Paragliding facts for kids
Governador Valadares, Brazil is known internationally for the World Paragliding Championships that has been held at Ibituruna Peak (1123 metres).
|Highest governing body||Fédération Aéronautique Internationale|
|Country or region||Worldwide|
Paragliding is the recreational and competitive adventure sport of flying paragliders: lightweight, free-flying, foot-launched glider aircraft with no rigid primary structure. The pilot sits in a harness suspended below a fabric wing. Wing shape is maintained by the suspension lines, the pressure of air entering vents in the front of the wing, and the aerodynamic forces of the air flowing over the outside.
Despite not using an engine, paraglider flights can last many hours and cover many hundreds of kilometres, though flights of one to two hours and covering some tens of kilometres are more the norm. By skillful exploitation of sources of lift, the pilot may gain height, often climbing to altitudes of a few thousand metres.
In 1952 Canadian Domina Jalbert patented a governable gliding parachute with multi-cells and controls for lateral glide.
In 1954, Walter Neumark predicted (in an article in Flight magazine) a time when a glider pilot would be "able to launch himself by running over the edge of a cliff or down a slope ... whether on a rock-climbing holiday in Skye or ski-ing in the Alps."
In 1961, the French engineer Pierre Lemongine produced improved parachute designs that led to the Para-Commander. The PC had cutouts at the rear and sides that enabled it to be towed into the air and steered, leading to parasailing/parascending.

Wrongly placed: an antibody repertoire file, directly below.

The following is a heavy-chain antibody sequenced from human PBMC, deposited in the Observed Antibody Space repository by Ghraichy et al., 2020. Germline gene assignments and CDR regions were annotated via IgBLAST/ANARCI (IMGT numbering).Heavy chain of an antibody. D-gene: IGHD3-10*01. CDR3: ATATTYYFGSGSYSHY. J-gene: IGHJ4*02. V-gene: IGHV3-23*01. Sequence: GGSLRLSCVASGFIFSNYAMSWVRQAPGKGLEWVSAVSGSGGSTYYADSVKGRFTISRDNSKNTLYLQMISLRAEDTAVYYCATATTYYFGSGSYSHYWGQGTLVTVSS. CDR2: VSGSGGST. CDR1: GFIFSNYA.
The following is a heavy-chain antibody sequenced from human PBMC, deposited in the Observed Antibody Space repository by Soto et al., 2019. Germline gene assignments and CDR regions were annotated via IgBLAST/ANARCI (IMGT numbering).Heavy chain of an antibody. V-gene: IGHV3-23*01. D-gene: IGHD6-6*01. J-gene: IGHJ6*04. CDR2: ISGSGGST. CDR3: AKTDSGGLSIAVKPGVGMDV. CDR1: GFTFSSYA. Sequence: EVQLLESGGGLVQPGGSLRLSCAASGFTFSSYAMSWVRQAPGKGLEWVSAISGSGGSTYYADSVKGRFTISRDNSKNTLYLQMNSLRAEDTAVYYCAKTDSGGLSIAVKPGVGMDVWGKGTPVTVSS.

Domina Jalbert invented the Parafoil, which had sectioned cells in an aerofoil shape; an open leading edge and a closed trailing edge, inflated by passage through the air – the ram-air design. He filed US Patent 3131894 on January 10, 1963.
About that time, David Barish was developing the "sail wing" (single-surface wing) for recovery of NASA space capsules – "slope soaring was a way of testing out ... the Sail Wing." After tests on Hunter Mountain, New York, in September 1965, he went on to promote slope soaring as a summer activity for ski resorts.
Author Walter Neumark wrote Operating Procedures for Ascending Parachutes, and in 1973 he and a group of enthusiasts with a passion for tow-launching PCs and ram-air parachutes broke away from the British Parachute Association to form the British Association of Parascending Clubs (which later became the British Hang Gliding and Paragliding Association). In 1997, Neumark was awarded the Gold Medal of the Royal Aero Club of the UK. Authors Patrick Gilligan (Canada) and Bertrand Dubuis (Switzerland) wrote the first flight manual, The Paragliding Manual in 1985, coining the word paragliding.
These developments were combined in June 1978 by three friends, Jean-Claude Bétemps, André Bohn and Gérard Bosson, from Mieussy, Haute-Savoie, France. After inspiration from an article on slope soaring in the Parachute Manual magazine by parachutist and publisher Dan Poynter, they calculated that on a suitable slope, a "square" ram-air parachute could be inflated by running down the slope; Bétemps launched from Pointe du Pertuiset, Mieussy, and flew 100 m. Bohn followed him and glided down to the football pitch in the valley 1000 metres below. "Parapente" (pente being French for "slope") was born.
From the 1980s, equipment has continued to improve, and the number of paragliding pilots and established sites has continued to increase. The first (unofficial) Paragliding World Championship was held in Verbier, Switzerland, in 1987, though the first officially sanctioned FAI World Paragliding Championship was held in Kössen, Austria, in 1989.
Europe has seen the greatest growth in paragliding, with France alone registering in 2011 over 25,000 active pilots.
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Paragliding Facts for Kids. Kiddle Encyclopedia.